Winter Chill

I will run a race in an hour and 45 minutes, and I’m nervous.

My hand has a little jitter to it. My mind is doing things like “This is the last bite I’ll take before I race. This is the last time I’ll put on socks.” Even my bowels are into it, getting all tight and then letting go (thank God—I don’t want to tote that around with me through 3.1 miles.)

“It’s just a 5K!” my co-worker said on Friday when I told him what I was up to for the weekend and that I was nervous. “Are you a serious runner or something?”

No, I’m not serious, serious. As in, I’m not going to win this race or even come close. As in, I ran one season of high school cross country, didn’t compete in college, and spent the next 20 years running, running, running—but alone and untimed.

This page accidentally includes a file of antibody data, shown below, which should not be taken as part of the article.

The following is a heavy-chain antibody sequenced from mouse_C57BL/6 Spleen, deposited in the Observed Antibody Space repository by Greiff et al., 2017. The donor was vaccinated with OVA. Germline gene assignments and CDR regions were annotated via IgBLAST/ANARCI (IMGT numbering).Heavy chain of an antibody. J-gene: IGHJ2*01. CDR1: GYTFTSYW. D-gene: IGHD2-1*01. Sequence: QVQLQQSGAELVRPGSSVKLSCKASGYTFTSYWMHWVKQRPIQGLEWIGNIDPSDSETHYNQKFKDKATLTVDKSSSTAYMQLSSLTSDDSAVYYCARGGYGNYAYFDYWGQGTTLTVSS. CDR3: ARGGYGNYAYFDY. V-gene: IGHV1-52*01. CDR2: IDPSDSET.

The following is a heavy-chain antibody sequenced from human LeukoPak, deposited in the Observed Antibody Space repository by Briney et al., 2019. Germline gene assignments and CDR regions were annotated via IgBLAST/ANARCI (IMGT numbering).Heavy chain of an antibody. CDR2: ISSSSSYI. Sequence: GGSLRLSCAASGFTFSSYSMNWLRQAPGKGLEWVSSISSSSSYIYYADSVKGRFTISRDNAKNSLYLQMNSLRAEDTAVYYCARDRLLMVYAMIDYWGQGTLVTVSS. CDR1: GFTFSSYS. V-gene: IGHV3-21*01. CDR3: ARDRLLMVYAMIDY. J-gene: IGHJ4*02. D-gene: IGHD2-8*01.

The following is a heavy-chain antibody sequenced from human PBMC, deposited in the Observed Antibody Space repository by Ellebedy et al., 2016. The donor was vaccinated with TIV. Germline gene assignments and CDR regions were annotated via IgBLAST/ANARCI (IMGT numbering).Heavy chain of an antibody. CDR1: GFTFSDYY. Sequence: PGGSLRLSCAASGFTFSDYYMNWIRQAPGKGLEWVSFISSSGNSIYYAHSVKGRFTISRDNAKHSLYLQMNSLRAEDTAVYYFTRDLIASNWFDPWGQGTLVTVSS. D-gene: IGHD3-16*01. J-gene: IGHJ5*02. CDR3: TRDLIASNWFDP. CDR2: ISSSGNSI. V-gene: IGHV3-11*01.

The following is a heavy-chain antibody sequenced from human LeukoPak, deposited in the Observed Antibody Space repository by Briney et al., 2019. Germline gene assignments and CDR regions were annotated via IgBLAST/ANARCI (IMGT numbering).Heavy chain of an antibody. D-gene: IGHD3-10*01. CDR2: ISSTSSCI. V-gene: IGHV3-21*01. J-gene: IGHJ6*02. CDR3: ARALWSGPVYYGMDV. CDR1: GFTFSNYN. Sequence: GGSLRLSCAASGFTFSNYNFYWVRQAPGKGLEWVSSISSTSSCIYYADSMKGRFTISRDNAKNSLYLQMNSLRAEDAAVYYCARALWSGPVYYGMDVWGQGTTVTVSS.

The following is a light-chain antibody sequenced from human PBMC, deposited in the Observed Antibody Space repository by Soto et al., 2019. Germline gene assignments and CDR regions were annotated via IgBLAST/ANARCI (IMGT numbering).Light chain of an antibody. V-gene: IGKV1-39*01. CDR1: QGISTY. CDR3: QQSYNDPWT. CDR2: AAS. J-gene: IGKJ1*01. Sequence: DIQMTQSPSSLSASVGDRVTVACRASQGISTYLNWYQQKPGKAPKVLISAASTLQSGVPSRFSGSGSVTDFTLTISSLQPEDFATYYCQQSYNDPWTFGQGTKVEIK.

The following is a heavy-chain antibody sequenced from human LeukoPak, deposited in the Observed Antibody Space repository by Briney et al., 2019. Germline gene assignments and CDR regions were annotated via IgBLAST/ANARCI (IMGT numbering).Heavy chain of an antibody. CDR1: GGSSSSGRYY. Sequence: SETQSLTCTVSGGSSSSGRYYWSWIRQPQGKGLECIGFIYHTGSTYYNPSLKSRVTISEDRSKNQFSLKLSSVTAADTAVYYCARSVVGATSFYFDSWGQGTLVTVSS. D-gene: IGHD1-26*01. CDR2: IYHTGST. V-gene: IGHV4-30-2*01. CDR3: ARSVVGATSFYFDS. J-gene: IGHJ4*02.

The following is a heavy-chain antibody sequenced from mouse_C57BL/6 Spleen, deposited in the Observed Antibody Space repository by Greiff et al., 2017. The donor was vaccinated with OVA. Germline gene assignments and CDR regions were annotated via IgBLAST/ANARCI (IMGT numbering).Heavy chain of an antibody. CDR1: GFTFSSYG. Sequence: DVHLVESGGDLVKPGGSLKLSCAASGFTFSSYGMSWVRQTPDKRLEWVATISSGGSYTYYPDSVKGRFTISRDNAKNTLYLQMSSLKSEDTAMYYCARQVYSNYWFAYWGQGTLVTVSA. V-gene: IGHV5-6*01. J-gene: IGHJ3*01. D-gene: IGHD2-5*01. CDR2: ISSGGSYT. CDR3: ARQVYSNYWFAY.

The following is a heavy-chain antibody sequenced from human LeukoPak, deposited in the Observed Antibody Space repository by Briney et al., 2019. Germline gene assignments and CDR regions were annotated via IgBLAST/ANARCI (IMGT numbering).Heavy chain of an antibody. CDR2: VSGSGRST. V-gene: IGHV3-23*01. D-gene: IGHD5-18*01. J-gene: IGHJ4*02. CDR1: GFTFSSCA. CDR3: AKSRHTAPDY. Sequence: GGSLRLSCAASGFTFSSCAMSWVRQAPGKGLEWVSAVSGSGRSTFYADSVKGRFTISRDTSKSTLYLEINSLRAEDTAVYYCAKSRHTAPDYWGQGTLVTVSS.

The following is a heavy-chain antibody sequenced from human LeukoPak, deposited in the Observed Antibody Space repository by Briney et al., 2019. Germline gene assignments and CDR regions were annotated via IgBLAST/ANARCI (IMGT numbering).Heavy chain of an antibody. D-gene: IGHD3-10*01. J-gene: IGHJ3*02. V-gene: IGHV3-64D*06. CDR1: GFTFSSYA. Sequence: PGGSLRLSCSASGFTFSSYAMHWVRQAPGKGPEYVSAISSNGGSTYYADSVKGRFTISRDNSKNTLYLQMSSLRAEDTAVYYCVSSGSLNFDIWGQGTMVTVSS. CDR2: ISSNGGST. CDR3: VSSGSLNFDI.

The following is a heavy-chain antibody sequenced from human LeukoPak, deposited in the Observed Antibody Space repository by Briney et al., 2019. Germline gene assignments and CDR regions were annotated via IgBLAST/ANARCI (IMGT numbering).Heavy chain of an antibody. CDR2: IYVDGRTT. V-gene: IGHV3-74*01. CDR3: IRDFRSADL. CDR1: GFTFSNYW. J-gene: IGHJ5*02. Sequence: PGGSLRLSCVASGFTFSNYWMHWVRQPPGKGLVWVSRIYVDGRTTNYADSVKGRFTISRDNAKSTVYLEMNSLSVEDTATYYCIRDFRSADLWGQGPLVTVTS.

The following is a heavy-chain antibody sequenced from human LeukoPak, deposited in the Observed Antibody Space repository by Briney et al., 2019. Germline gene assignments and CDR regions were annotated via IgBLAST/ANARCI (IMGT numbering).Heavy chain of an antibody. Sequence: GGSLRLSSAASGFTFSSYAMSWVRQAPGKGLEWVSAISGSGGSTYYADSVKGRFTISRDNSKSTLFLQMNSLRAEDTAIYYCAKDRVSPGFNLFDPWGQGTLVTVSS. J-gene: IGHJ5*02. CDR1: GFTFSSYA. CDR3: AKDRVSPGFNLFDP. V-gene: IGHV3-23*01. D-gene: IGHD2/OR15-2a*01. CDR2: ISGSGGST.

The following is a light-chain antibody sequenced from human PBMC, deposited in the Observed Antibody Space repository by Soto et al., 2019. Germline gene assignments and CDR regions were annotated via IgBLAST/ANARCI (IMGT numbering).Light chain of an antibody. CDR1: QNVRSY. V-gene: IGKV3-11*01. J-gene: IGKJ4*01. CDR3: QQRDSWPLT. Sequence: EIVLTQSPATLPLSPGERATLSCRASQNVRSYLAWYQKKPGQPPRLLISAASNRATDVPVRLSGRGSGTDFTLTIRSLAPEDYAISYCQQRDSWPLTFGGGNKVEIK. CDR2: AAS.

Still, clearly, as you can see from my jitters, there is something in it for me. I’m running today to try to figure out what.

I’m running a 5K race every Sunday at 11 a.m. through the month of January, in a race series called Winter Chill. My boyfriend, Bill, is part of the club that organizes it. As soon as he mentioned the series to me, I had to run them.

Today is the last race. I was scared before the first race, even more scared before the second and third, and now I’m scared again. I’m writing this now, at 9:20 a.m., to capture this thing. Like any hard thing, there is only one route from “before” to “after,” and that is through.

By 1 p.m. I will have traversed something: I will have raced.